Within the Vaya system, there are 12 inpatient beds at FBC centers in Lenoir, 16 in Asheville and 10 in Banner Elk. Donald Reuss, Vaya provider network senior director, said all of these FBC centers had available beds Thursday.
Ingraham said another 44 inpatient beds are planned in Lenoir and Banner Elk combined and 35 are planned in Taylorsville at the old Alexander County Hospital. Daymark also operates an FBC center in Statesville under a contract with the Partners LME-MCO.
Reuss said the need is there, but most hospitals won’t discharge people to FBC centers because they view them as a lower level of care and prefer transferring people to another hospital. Transportation also is an issue.
“Our goal across the region is to divert kids and adults to our crisis centers before they get to the hospital," said Reuss, adding that a 24/7 walk-in center is effective because it can refer people to FBC centers.
West said FBC center beds often aren’t full because walk-in clinics work and not everyone needs to go to an inpatient facility. He said many people are accustomed to going to hospital ERs when behavioral health issues arise and when they do, Emergency Medical Treatment and Labor Act rules make it difficult to transfer them directly from a hospital to a FBC center.
Impact on hospital
Susan Bachmeier, Wilkes Medical Center’s chief nursing officer, said it’s imperative to the hospital that more behavioral health care beds be available.
Bachmeier said people coming to the hospital with behavioral health issues are held there “for days and weeks because we have no place that’s appropriate for their care. We keep them warm and safe and fed and bathed, but we’re not providing them mental health care, appropriate medication or counseling to their families, which is what they need to keep from coming back—and they do, every single time.”
She said Wilkes Medical Center provided over 22,000 patient holding hours last year, mostly in the ER but also in-patient unit. She said this reduced available ER or in-patient bed.
More than 600 patients came to the Wilkes Medical Center ER for behavioral health needs in 2018.
Bachmeier said two children who came to the hospital with behavioral health needs were held there most of last week.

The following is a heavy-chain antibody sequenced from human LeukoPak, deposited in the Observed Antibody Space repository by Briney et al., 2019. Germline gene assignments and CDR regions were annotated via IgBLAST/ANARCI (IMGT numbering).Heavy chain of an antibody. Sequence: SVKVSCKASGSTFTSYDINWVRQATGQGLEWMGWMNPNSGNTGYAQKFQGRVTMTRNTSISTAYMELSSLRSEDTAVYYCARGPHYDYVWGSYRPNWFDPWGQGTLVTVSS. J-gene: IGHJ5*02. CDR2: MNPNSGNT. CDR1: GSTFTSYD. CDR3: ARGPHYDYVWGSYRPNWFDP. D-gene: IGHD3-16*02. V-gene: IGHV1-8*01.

Reuss said Vaya’s 16-bed FBC center for children in Asheville, one of only 2 facilities like it in the State ,was only half full Thursday. He said services at that facility are available to anyone in Vaya’s cachment catchment area meeting admission criteria.
The issue of local law enforcement officers having to stay with people with involuntary commitment orders for days at the hospital as they await placement in psychiatric facilities also was mentioned.
County Commissioner Eddie Settle asked Spake if using the $1.4 million at Synergy would alleviate problems.
Spake said adding two beds at Synergy would help to some extent, “but I’ll be honest with you. What is really needed is a 24-hour (walk-in) facility where people can come in and be assessed… and try to find placement” for them regardless of their condition.
“A lot of times these issues are resolved in less than 24 hours once a person gets someone to talk to. It varies, but I really feel like that’s what we need.” He said Daymark’s location across the street from Wilkes Medical Center was perfect for this.
Funds at risk of being lost
Rep. Jeffrey Elmore of North Wilkesboro, the only current legislator at the meeting, said developing and presenting a plan in April that calls for using the $1.4 million for operational purposes isn’t a viable option.
“Very few people in Raleigh would have the weight to make that change happen with the budget numbers that we are getting at this point—to turn something from non-recurring to recurring expenditure.” He agreed with Randleman that changing the language in the legislation would result in loss of the $1.4 million.